Before we hear him, of some things of weight, Was re-united to the crown of France.
That task our thoughts, concerning us and France. So that, as clear as is the summer's sun,

King lepin's title, and Hugh Capet's claim,
Enter the Archbishop of CANTERBURY, and Bishop of King Lewis his satisfaction, all appear

To hold in right and title of the female: Cant. God, and his angels, guard your sacred So do the kings of France unto this day; throne,

Howbeit they would hold up this Salique law, And make you long become it!

To bar your highness claiming from the female; K. Hen. Sure, we thank you.

And rather choose to hide them in a net,
My learned lord, we pray you to proceed ;' Than amply to imbare g their crooked titles
And justly and religiously unfold,

Usurp'd from you and your progenitors.
Why the law Salique, that they have in France, K. Hen. May 1, with right and conscience, make
Or should, or should not, bar us in our claim.

this claim? And God forbid, my dear and faithful lord,

Cant. The sin upon my head, dread sovereigen! Or nicely charge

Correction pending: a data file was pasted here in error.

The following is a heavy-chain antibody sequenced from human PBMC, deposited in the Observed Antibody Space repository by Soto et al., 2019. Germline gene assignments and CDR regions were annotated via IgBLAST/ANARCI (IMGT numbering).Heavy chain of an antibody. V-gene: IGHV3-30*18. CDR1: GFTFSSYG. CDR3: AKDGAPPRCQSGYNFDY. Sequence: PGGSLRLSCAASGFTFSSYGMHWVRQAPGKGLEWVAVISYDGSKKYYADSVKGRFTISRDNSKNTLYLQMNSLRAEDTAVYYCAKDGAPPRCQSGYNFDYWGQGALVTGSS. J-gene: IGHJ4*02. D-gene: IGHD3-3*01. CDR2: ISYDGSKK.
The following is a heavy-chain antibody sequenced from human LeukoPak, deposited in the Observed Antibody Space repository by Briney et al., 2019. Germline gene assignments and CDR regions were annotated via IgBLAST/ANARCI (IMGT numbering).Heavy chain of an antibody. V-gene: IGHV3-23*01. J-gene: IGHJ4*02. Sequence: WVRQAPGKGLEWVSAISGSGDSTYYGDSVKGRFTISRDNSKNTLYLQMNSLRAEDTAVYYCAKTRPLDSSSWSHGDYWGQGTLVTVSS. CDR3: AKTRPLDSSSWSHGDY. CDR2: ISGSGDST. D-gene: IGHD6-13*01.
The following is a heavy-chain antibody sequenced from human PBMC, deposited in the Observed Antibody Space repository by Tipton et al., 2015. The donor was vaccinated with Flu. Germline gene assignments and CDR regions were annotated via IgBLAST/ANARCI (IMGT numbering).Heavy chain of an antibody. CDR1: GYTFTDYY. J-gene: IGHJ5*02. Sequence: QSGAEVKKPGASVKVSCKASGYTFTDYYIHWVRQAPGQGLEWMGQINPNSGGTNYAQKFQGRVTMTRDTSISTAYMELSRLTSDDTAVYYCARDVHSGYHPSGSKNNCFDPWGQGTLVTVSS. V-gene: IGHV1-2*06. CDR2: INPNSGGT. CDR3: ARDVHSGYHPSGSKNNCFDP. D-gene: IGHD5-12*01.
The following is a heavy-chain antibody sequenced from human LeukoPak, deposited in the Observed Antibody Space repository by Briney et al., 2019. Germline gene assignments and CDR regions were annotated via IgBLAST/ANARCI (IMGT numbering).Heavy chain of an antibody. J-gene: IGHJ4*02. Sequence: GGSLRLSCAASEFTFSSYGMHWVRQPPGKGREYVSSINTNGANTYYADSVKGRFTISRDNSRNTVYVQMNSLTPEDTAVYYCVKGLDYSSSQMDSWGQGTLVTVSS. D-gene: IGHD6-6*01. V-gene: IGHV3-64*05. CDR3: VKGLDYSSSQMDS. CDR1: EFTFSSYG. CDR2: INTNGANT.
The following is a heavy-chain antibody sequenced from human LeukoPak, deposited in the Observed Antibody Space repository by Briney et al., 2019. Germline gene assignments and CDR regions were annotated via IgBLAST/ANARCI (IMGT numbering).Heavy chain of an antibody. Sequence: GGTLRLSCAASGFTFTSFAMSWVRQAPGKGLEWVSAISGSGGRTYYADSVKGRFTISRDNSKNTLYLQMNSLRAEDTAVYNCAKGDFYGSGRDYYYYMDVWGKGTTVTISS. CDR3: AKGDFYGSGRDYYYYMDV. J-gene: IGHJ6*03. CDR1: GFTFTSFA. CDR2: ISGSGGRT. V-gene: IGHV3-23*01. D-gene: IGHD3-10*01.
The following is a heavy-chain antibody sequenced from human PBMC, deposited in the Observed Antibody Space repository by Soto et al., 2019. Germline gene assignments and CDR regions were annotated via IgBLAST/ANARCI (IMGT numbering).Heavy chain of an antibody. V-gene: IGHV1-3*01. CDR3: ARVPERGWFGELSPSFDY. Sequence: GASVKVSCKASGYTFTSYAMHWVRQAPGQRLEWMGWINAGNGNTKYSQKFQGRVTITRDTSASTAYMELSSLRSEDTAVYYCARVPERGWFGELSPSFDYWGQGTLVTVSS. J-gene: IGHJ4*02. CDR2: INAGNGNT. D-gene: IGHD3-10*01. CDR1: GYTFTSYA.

your understanding soul
you should fashion, wrest, or bow your reading, for in the book of Numbers is it writ,-

When the son dies, let the inheritance
With opening titles miscreate $, whose right Descend unto the daughter. Gracious lord,
Suits not in native colours with the truth ;

Stand for your own; unwind your bloody fiagi For God doth know, lrow many now in health,

Look back unto your inighty ancestors : Shall drop their blood in approbation

Go, my dread sord, to your great grandsire's tomb, of what your reverence shall incite as to :

From whom you claim; invoke his warlike spirit, Therefore take heed how you impawn our person,

And your great uncle's, Edward the black prince: How you awake the sleeping sword of war;

Who on the French growd play'd a tragedy, We charge you in the name of God, take heed :

Making defeat on the full power of France ; + Companions. 1 Increasing. • Explain. + Make showy or specious, Spurious.

Derived his title.

Lay open.



• Theory.

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Whiles his most mighty father on a hill

To which is fixed, as an aim or butt,
Stoud smiling, to behold the lion's whelp

Obedience ; for so work the honey bees;
Porage in blood of French nobilityø.

Creatures, that, by a rule in nature, teach
O noble English, that could entertain

The act of order to a peopled kingdom.
With half their forces the full pride of France ; They have a king, and officers of sorts :